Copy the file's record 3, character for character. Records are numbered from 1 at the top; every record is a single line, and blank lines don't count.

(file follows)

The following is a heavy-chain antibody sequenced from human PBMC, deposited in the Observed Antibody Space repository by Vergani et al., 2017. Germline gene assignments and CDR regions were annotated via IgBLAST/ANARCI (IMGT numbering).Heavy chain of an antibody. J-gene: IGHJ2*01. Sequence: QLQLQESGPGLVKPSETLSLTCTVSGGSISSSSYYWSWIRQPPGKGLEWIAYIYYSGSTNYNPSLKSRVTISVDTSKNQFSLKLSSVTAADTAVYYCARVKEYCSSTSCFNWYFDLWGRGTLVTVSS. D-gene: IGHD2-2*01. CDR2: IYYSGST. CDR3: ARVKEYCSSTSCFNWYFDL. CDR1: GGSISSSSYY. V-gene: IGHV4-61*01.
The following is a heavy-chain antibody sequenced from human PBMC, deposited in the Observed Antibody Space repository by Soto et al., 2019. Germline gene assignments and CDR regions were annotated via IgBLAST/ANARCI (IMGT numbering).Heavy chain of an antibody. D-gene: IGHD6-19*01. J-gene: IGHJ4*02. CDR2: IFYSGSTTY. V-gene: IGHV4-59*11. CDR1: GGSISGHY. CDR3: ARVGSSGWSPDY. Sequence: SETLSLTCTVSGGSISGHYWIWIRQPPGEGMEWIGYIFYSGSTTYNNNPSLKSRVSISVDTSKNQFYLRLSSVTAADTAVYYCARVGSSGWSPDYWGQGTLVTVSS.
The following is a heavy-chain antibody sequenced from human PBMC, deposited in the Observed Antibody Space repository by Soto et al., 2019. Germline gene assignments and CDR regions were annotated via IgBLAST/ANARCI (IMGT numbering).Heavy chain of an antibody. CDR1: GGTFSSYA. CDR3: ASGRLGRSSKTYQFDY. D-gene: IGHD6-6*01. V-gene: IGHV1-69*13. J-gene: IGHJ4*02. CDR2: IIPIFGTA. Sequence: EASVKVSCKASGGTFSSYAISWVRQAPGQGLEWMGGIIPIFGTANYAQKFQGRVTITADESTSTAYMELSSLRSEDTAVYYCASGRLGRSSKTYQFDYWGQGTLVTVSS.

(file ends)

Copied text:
The following is a heavy-chain antibody sequenced from human PBMC, deposited in the Observed Antibody Space repository by Soto et al., 2019. Germline gene assignments and CDR regions were annotated via IgBLAST/ANARCI (IMGT numbering).Heavy chain of an antibody. CDR1: GGTFSSYA. CDR3: ASGRLGRSSKTYQFDY. D-gene: IGHD6-6*01. V-gene: IGHV1-69*13. J-gene: IGHJ4*02. CDR2: IIPIFGTA. Sequence: EASVKVSCKASGGTFSSYAISWVRQAPGQGLEWMGGIIPIFGTANYAQKFQGRVTITADESTSTAYMELSSLRSEDTAVYYCASGRLGRSSKTYQFDYWGQGTLVTVSS.